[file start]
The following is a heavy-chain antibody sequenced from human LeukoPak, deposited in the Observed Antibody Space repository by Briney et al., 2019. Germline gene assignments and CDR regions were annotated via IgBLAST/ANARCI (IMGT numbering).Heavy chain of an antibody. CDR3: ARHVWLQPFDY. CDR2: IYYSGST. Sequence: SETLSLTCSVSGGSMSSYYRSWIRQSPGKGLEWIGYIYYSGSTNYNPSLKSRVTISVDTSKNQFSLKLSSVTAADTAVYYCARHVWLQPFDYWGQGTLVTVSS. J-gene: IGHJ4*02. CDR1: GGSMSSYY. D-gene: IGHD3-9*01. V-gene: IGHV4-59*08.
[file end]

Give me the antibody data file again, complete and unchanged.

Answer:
The following is a heavy-chain antibody sequenced from human LeukoPak, deposited in the Observed Antibody Space repository by Briney et al., 2019. Germline gene assignments and CDR regions were annotated via IgBLAST/ANARCI (IMGT numbering).Heavy chain of an antibody. CDR3: ARHVWLQPFDY. CDR2: IYYSGST. Sequence: SETLSLTCSVSGGSMSSYYRSWIRQSPGKGLEWIGYIYYSGSTNYNPSLKSRVTISVDTSKNQFSLKLSSVTAADTAVYYCARHVWLQPFDYWGQGTLVTVSS. J-gene: IGHJ4*02. CDR1: GGSMSSYY. D-gene: IGHD3-9*01. V-gene: IGHV4-59*08.